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Fruit juice, fruit snacks, dried fruit, organic fruit and frozen fruit—you can get your vitamins from fruit in so many different ways. Get the fruit 411 to find out which form of fruit is better for you and start living better.
Some of the basics:
Eat your fruits... don't drink them
Look for added fiber and fewer calories with whole fruits.
Is organic fruit really a better choice?
The price of organic fruit is a big deterrent for many, so know that the nutrient content between organic and nonorganic is pretty similar. If you're worried about pesticides, a good rule of thumb is to buy organic for fruits with thin skins—particularly if you consume them regularly. For many people, that's apples and grapes. The reason being that thin skin is more prone to absorb pesticide residues than thick-skinned fruits, like bananas and oranges.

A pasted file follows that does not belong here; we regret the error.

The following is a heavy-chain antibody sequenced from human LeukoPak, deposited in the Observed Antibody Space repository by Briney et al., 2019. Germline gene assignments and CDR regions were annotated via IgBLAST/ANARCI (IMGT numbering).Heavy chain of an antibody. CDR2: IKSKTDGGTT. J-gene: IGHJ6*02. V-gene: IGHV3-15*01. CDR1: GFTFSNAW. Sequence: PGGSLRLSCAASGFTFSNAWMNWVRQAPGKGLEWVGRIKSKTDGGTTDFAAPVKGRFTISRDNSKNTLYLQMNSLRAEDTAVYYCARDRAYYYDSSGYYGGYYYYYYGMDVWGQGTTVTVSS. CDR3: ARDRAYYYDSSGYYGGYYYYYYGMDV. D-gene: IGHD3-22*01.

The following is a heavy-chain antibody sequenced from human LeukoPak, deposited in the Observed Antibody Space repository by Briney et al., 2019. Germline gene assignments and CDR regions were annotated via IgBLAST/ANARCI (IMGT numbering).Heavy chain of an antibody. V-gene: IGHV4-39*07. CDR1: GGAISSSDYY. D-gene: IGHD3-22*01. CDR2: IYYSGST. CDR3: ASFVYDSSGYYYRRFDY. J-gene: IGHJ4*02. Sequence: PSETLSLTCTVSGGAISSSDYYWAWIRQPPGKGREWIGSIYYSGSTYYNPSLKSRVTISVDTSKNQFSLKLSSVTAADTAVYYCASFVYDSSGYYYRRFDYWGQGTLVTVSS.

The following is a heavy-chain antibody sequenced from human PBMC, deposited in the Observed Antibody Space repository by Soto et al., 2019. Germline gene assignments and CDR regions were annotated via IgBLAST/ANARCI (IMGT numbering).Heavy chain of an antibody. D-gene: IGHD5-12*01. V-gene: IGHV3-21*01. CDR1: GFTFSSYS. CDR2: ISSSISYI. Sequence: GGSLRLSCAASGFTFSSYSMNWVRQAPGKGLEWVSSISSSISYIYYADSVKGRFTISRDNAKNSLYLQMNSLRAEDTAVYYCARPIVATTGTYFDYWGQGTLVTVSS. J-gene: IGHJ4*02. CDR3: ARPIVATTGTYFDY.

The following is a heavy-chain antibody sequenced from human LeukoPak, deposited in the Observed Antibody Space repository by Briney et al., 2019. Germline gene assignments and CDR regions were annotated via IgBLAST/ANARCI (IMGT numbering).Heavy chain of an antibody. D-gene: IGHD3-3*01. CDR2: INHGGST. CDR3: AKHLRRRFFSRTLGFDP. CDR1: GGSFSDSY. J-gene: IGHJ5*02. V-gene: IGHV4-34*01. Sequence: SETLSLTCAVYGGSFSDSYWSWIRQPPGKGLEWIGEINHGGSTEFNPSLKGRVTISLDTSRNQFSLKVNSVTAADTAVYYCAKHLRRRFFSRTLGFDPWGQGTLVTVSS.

Look for 100-percent fruit snacks
Fruit on the package doesn't mean it's in the product. While some packaged roll-ups, strings and snacks can claim to be all fruit, many have juice and extra sugars, which are a waste of calories. That's the tip off: If it's 80 to 100 calories per serving (instead of the recommended 40 to 60), it's got some unneeded extras compared to the 100-percent fruit snacks.
Dried fruit is so "fattening.” Are there other choices?
Fresh fruits are a calorie bargain, since all the water fills you up. Dried fruits take out some of the water, but are still "squishy," so it's easy to eat four or five fruits very quickly. While nutrient-packed, they're also calorie-packed. A great choice are the new freeze-dried fruits. All the water is removed, and they are so dry that you have to rehydrate them in your mouth. These intensely sweet treats—let's call them nature's candy—take a long time to eat and are a calorie bargain. Also, they are quite portable and available in many fruit varieties in most supermarkets.
How do frozen fruits stack up to fresh?
Frozen fruits, without added sugar, are a great substitute when you're looking for out-of-season choices. Frozen berries are great, and while squishier than fresh, can be added to cereals and fruit salads and eaten right out of the bag, frozen. They're economical and great tasting.